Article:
On Fatherhood and Foreign Policy

parentingI have two children at home, a boy and a girl.  They’re good kids. Thankfully they’ve grown past the baby state of diapers, bottles, and hand-holding.  They’ve entered the more independent state of elementary and middle school, though that doesn’t mean parenting gets easier.   The challenges simply change.  Once we said things in our house like “Don’t put Matchbox cars in the toilet anymore.”  Now we says things like “All electronic devices must be put away at the dinner table.”
Fatherhood isn’t easy.  Any father will tell you that.  Sadly, many fathers simply give up and let the kids run wild or abandon their families.  If there is a crisis in America, it isn’t financial or budgetary.  It’s a lack of good fathers.   None of us are naturally equipped to be good fathers.  It’s something you have to learn, either from your own father, from books, or from classes.  Most of us just learn from experience.
Now that I’ve been a father for over a decade, some of the lessons I’ve learned might be useful to those struggling with crises of their own – whether of the minor domestic kind, or perhaps even the larger international variety.  Here are four common mistakes to avoid:                       

1) Drawing a Line in the Sand – This is one of the most common mistakes that young fathers make.  “If you touch your sister again, you’ll get it!”  Setting a definitive threshold is a big mistake.  By creating a red line that “must not be crossed” you have basically given tacit permission to do everything and anything below the red line.  There’s not a boy in the world who hasn’t been told not to touch his sister, only to hold his finger out a half-inch from the intended victim and then maintain “I’m not touching you.  I’m not touching you.”  If you make a public statement that “if you do Z, you will be punished,” you have conceded that actions X or Y can be conducted with impunity.  A “red line” concedes too much to the antagonist.  Better to be stern but avoid specific violations of good behavior.

2) Failure to Follow Through – The worst thing you can do as a father, and we’ve all seen this, is fail to follow through with a punishment once your ill-conceived “red line” is crossed.  I once witnessed a little girl in an Italian restaurant continually throw spaghetti from her high chair to the floor.  Her exasperated mother would respond each time, “If you do that one more time, you are going to get a spanking! Do you hear me?”  This went on several more times before the parents gave up, boxed their meal,  and left.  Even very small children learn quickly which parent is serious and which parent is bluffing.  The little girl knew there would be no spanking because there never had been a spanking when previous threats were violated.  If you’ve made the mistake of drawing a red line, you’ll have to respond when it’s crossed.  You should respond immediately.    If you don’t, you’ve lost all credibility.  If you wait too long to respond, the punishment is often perceived as unwarranted or unjust.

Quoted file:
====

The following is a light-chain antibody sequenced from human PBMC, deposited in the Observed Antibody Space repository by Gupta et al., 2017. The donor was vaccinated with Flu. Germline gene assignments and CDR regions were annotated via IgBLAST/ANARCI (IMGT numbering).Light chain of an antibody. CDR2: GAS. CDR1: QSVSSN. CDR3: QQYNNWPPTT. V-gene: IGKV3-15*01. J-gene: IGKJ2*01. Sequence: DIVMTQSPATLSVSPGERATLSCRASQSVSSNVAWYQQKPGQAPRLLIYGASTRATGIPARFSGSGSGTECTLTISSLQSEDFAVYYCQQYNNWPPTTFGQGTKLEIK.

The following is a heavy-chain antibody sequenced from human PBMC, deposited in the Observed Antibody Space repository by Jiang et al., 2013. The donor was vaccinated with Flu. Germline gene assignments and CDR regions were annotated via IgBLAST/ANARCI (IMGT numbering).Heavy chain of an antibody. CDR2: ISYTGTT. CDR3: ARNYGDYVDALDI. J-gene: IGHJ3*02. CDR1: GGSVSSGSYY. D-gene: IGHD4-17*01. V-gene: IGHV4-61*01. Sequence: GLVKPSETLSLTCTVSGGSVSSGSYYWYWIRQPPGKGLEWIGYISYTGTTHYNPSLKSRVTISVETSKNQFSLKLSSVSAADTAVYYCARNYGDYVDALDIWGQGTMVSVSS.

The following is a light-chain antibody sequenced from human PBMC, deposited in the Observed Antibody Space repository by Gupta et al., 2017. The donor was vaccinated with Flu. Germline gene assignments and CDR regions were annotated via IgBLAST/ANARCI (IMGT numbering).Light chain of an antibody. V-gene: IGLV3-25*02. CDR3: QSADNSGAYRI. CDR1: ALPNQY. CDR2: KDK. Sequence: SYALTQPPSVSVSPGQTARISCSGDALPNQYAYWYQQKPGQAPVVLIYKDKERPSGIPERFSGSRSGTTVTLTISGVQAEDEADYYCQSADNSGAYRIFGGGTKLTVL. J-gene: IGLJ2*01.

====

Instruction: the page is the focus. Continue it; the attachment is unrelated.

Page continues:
3) Indecisiveness – Kids smell indecision like sharks smell blood.  When there is conflict or controversy in the house, any outward and visible sign of internal conflict is seized upon as an opportunity for the kids to strengthen their position.  A classic example is a preteen girl (no particular daughter in mind here) who wants to wear something her father considers inappropriate for a girl her age.  A quick, decisive ruling on the outfit may provoke tears and pleading, but the answer is immediate, clear, and firm. Plodding, the child will return to her room and strip off the Lolita outfit.  A less experienced father might say “I don’t know.  Let me consult with your mother.”  That moment of hesitation comes across as doubt, maybe even lack of conviction.  The girl will immediately seize upon the opportunity to adjust her wardrobe to a less risky look, plead her case to her mother, and try to play each parent off the other.  That time of indecision will cost you greatly.  It becomes an opportunity for negotiation, redeployment, and manipulation.  In the end, even if you get what you want, you lose influence because those who violate acceptable norms of behavior know your word alone isn’t final.

4) Hypocrisy – We were all little once. Nothing smacks more of injustice in the kid world than hypocrisy.  You can’t tell your kids to avoid fried chicken only to have them catch you eating spicy Popeye’s strips one afternoon in your car when you pick them up from school.  (Not that that has happened to me before.) When you preach one thing, then do another, the kids will see you as a liar.  There is no other way to parse it. Once you violate your own policy, they’ll never forget it.   The inconsistency between your words and actions will bewilder them.  They’ll be mad and feel betrayed.

Fatherhood isn’t easy.  Doing the right thing can be hard.  It’s easier to be the “popular” Dad who wants to be liked by everybody. It’s easier to equivocate on tough decisions.  It’s even easier to put the responsibility on somebody else.  Living up to the charge requires us fathers to take a stand for what we believe is right.  It can be hard to do.  But that’s our charge –  to preserve, protect, and defend the  people who depend on us.

You’ve done well with your girls.  It’s time you take your office seriously as well.

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